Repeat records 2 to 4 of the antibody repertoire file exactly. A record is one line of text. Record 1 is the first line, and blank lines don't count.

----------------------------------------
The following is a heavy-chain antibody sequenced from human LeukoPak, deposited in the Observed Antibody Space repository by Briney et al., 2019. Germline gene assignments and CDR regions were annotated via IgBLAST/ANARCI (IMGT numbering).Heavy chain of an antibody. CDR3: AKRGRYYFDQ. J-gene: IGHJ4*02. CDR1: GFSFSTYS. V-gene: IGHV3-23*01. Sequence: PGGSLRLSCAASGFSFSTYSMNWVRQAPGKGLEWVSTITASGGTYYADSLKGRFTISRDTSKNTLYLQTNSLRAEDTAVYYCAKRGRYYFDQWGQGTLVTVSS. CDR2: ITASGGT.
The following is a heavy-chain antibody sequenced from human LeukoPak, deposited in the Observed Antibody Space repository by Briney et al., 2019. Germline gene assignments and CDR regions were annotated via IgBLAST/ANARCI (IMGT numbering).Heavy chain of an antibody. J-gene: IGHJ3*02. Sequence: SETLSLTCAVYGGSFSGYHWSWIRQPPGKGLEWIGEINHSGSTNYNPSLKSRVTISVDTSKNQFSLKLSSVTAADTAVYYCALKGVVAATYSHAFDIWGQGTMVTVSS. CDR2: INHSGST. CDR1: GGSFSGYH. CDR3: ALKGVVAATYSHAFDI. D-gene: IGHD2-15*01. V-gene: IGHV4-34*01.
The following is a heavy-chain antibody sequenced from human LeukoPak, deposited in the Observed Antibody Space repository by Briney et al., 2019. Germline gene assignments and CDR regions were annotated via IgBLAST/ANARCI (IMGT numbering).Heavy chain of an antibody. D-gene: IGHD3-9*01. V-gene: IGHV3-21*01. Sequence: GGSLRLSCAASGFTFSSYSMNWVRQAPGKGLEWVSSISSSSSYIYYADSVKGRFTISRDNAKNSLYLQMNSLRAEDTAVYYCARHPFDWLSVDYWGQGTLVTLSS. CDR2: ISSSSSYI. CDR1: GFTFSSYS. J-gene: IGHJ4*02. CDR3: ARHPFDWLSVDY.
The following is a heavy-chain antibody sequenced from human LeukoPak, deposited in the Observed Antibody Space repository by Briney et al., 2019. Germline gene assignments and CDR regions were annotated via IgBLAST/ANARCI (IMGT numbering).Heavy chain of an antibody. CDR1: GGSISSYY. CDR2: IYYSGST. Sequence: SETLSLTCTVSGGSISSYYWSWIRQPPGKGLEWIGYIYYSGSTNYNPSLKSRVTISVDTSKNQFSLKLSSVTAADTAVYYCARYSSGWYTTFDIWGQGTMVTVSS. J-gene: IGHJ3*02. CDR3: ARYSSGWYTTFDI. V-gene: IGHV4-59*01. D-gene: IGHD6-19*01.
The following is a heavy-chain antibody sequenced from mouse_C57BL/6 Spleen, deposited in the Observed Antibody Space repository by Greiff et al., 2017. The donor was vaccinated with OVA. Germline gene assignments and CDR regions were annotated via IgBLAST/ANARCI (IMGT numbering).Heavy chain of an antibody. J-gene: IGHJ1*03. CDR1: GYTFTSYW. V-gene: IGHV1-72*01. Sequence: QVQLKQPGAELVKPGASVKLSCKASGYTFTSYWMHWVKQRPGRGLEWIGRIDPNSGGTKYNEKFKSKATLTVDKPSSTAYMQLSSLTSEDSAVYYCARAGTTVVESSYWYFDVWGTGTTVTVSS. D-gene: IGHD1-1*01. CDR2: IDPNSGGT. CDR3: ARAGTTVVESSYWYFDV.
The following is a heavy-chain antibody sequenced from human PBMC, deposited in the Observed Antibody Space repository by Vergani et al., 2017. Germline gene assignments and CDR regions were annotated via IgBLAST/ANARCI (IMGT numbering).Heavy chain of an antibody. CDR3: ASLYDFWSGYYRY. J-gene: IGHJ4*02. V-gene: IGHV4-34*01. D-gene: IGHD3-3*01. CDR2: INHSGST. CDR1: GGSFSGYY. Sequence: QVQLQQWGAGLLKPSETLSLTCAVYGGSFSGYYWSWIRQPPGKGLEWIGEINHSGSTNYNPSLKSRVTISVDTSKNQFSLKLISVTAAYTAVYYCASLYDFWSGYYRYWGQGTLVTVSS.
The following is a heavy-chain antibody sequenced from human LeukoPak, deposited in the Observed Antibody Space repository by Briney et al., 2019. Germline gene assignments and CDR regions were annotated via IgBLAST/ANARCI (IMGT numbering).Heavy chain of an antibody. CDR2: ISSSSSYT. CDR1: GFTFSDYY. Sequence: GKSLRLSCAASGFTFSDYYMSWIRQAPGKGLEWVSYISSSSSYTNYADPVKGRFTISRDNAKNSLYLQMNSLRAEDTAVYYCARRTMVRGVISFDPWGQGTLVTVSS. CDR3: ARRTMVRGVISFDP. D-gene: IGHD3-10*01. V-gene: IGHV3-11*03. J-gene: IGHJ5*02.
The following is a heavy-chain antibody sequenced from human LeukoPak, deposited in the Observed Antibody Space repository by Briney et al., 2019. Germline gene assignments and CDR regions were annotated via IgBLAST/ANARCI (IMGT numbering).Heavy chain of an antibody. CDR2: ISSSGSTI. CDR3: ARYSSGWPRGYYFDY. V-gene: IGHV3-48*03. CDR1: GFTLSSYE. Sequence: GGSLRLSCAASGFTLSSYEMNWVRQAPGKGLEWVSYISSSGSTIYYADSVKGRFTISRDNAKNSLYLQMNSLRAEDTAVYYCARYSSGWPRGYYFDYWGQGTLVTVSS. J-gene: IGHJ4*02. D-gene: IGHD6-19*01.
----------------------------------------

The following is a heavy-chain antibody sequenced from human LeukoPak, deposited in the Observed Antibody Space repository by Briney et al., 2019. Germline gene assignments and CDR regions were annotated via IgBLAST/ANARCI (IMGT numbering).Heavy chain of an antibody. J-gene: IGHJ3*02. Sequence: SETLSLTCAVYGGSFSGYHWSWIRQPPGKGLEWIGEINHSGSTNYNPSLKSRVTISVDTSKNQFSLKLSSVTAADTAVYYCALKGVVAATYSHAFDIWGQGTMVTVSS. CDR2: INHSGST. CDR1: GGSFSGYH. CDR3: ALKGVVAATYSHAFDI. D-gene: IGHD2-15*01. V-gene: IGHV4-34*01.
The following is a heavy-chain antibody sequenced from human LeukoPak, deposited in the Observed Antibody Space repository by Briney et al., 2019. Germline gene assignments and CDR regions were annotated via IgBLAST/ANARCI (IMGT numbering).Heavy chain of an antibody. D-gene: IGHD3-9*01. V-gene: IGHV3-21*01. Sequence: GGSLRLSCAASGFTFSSYSMNWVRQAPGKGLEWVSSISSSSSYIYYADSVKGRFTISRDNAKNSLYLQMNSLRAEDTAVYYCARHPFDWLSVDYWGQGTLVTLSS. CDR2: ISSSSSYI. CDR1: GFTFSSYS. J-gene: IGHJ4*02. CDR3: ARHPFDWLSVDY.
The following is a heavy-chain antibody sequenced from human LeukoPak, deposited in the Observed Antibody Space repository by Briney et al., 2019. Germline gene assignments and CDR regions were annotated via IgBLAST/ANARCI (IMGT numbering).Heavy chain of an antibody. CDR1: GGSISSYY. CDR2: IYYSGST. Sequence: SETLSLTCTVSGGSISSYYWSWIRQPPGKGLEWIGYIYYSGSTNYNPSLKSRVTISVDTSKNQFSLKLSSVTAADTAVYYCARYSSGWYTTFDIWGQGTMVTVSS. J-gene: IGHJ3*02. CDR3: ARYSSGWYTTFDI. V-gene: IGHV4-59*01. D-gene: IGHD6-19*01.